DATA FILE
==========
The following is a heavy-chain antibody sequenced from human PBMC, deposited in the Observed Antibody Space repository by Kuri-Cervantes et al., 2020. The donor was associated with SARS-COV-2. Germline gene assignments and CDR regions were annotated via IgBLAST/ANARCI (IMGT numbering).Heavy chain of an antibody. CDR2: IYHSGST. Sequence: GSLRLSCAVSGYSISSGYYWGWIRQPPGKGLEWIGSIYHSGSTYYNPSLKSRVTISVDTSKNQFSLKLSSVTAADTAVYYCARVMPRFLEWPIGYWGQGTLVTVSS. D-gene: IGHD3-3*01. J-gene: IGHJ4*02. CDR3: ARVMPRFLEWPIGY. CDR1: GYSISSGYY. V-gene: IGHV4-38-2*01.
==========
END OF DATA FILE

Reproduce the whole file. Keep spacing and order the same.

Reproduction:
The following is a heavy-chain antibody sequenced from human PBMC, deposited in the Observed Antibody Space repository by Kuri-Cervantes et al., 2020. The donor was associated with SARS-COV-2. Germline gene assignments and CDR regions were annotated via IgBLAST/ANARCI (IMGT numbering).Heavy chain of an antibody. CDR2: IYHSGST. Sequence: GSLRLSCAVSGYSISSGYYWGWIRQPPGKGLEWIGSIYHSGSTYYNPSLKSRVTISVDTSKNQFSLKLSSVTAADTAVYYCARVMPRFLEWPIGYWGQGTLVTVSS. D-gene: IGHD3-3*01. J-gene: IGHJ4*02. CDR3: ARVMPRFLEWPIGY. CDR1: GYSISSGYY. V-gene: IGHV4-38-2*01.